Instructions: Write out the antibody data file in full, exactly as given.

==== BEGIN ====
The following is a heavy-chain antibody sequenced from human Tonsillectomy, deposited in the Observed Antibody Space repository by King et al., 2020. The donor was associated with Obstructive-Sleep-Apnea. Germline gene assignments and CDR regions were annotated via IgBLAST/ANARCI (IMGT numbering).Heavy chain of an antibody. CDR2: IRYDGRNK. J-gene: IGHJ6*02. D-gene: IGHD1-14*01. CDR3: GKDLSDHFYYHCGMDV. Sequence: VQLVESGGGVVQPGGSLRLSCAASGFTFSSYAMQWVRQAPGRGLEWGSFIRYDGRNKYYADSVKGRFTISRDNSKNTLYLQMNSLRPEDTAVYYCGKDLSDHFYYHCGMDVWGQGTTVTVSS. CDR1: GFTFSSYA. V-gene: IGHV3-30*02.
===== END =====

The following is a heavy-chain antibody sequenced from human Tonsillectomy, deposited in the Observed Antibody Space repository by King et al., 2020. The donor was associated with Obstructive-Sleep-Apnea. Germline gene assignments and CDR regions were annotated via IgBLAST/ANARCI (IMGT numbering).Heavy chain of an antibody. CDR2: IRYDGRNK. J-gene: IGHJ6*02. D-gene: IGHD1-14*01. CDR3: GKDLSDHFYYHCGMDV. Sequence: VQLVESGGGVVQPGGSLRLSCAASGFTFSSYAMQWVRQAPGRGLEWGSFIRYDGRNKYYADSVKGRFTISRDNSKNTLYLQMNSLRPEDTAVYYCGKDLSDHFYYHCGMDVWGQGTTVTVSS. CDR1: GFTFSSYA. V-gene: IGHV3-30*02.